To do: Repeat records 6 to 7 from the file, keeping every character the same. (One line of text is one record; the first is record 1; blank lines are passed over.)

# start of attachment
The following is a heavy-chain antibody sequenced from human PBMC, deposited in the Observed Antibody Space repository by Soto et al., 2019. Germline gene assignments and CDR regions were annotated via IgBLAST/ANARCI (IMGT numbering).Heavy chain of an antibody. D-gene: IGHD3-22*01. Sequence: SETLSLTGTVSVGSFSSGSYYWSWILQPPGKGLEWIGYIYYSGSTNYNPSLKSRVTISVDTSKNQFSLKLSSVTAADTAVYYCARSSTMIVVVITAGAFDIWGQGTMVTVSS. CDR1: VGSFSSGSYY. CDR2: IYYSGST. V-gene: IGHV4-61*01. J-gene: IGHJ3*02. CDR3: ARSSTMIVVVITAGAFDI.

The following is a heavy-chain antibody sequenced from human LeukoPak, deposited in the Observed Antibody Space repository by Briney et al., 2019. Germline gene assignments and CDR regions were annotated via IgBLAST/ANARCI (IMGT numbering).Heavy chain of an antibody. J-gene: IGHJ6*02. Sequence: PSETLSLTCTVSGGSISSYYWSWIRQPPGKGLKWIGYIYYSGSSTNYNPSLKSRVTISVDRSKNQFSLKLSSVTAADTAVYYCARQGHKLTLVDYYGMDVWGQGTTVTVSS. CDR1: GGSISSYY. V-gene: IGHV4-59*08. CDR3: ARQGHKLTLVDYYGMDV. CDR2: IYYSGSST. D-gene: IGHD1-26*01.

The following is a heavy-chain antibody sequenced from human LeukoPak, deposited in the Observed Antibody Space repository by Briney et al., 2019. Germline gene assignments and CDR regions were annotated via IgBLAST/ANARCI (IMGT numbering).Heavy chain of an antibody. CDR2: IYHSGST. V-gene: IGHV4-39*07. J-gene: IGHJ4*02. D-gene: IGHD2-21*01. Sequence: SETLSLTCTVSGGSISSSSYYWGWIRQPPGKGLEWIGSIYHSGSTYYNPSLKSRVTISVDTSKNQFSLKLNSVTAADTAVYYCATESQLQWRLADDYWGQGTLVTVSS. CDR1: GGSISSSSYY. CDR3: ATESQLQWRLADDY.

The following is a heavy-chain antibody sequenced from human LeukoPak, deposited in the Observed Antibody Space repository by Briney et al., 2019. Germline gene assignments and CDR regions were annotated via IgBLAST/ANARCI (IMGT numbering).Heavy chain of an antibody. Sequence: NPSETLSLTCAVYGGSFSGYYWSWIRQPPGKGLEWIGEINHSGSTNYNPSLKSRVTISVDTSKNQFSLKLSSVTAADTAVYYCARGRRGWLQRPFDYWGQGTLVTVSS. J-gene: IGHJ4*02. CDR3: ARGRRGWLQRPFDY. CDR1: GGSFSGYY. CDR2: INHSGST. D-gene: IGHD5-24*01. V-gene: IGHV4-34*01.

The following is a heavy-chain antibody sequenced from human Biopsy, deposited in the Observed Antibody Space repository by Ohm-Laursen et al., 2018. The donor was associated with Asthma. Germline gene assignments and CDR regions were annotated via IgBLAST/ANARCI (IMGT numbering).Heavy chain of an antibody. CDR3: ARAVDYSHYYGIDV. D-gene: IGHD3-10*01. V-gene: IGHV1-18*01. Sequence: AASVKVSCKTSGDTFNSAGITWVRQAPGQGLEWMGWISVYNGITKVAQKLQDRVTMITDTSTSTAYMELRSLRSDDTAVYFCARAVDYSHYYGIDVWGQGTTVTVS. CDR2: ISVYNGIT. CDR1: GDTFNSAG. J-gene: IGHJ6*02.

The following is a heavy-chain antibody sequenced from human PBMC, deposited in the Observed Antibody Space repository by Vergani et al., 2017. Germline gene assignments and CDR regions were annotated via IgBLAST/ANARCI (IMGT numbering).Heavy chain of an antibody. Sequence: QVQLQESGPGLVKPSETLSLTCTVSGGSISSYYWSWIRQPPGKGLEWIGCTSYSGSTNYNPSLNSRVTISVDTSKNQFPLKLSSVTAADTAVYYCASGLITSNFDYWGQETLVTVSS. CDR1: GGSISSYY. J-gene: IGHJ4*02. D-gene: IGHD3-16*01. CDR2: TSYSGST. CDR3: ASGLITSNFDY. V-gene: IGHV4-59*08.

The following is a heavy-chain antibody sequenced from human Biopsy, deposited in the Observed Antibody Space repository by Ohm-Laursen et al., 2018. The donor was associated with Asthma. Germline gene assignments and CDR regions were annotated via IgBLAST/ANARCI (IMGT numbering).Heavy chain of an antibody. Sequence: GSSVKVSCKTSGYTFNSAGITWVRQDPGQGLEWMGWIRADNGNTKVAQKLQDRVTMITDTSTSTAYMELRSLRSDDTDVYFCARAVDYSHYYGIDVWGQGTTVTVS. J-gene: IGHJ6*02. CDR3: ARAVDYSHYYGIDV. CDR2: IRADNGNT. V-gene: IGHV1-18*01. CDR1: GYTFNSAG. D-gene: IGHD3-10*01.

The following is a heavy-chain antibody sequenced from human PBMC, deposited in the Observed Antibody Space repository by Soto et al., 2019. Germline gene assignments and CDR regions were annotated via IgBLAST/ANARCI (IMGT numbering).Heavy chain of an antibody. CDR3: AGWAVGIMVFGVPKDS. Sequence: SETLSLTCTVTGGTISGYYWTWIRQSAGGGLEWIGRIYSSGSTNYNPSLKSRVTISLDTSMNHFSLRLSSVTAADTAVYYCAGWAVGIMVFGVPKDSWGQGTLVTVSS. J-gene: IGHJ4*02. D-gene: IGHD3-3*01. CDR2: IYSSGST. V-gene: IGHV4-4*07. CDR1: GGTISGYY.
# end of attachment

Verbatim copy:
The following is a heavy-chain antibody sequenced from human PBMC, deposited in the Observed Antibody Space repository by Vergani et al., 2017. Germline gene assignments and CDR regions were annotated via IgBLAST/ANARCI (IMGT numbering).Heavy chain of an antibody. Sequence: QVQLQESGPGLVKPSETLSLTCTVSGGSISSYYWSWIRQPPGKGLEWIGCTSYSGSTNYNPSLNSRVTISVDTSKNQFPLKLSSVTAADTAVYYCASGLITSNFDYWGQETLVTVSS. CDR1: GGSISSYY. J-gene: IGHJ4*02. D-gene: IGHD3-16*01. CDR2: TSYSGST. CDR3: ASGLITSNFDY. V-gene: IGHV4-59*08.

The following is a heavy-chain antibody sequenced from human Biopsy, deposited in the Observed Antibody Space repository by Ohm-Laursen et al., 2018. The donor was associated with Asthma. Germline gene assignments and CDR regions were annotated via IgBLAST/ANARCI (IMGT numbering).Heavy chain of an antibody. Sequence: GSSVKVSCKTSGYTFNSAGITWVRQDPGQGLEWMGWIRADNGNTKVAQKLQDRVTMITDTSTSTAYMELRSLRSDDTDVYFCARAVDYSHYYGIDVWGQGTTVTVS. J-gene: IGHJ6*02. CDR3: ARAVDYSHYYGIDV. CDR2: IRADNGNT. V-gene: IGHV1-18*01. CDR1: GYTFNSAG. D-gene: IGHD3-10*01.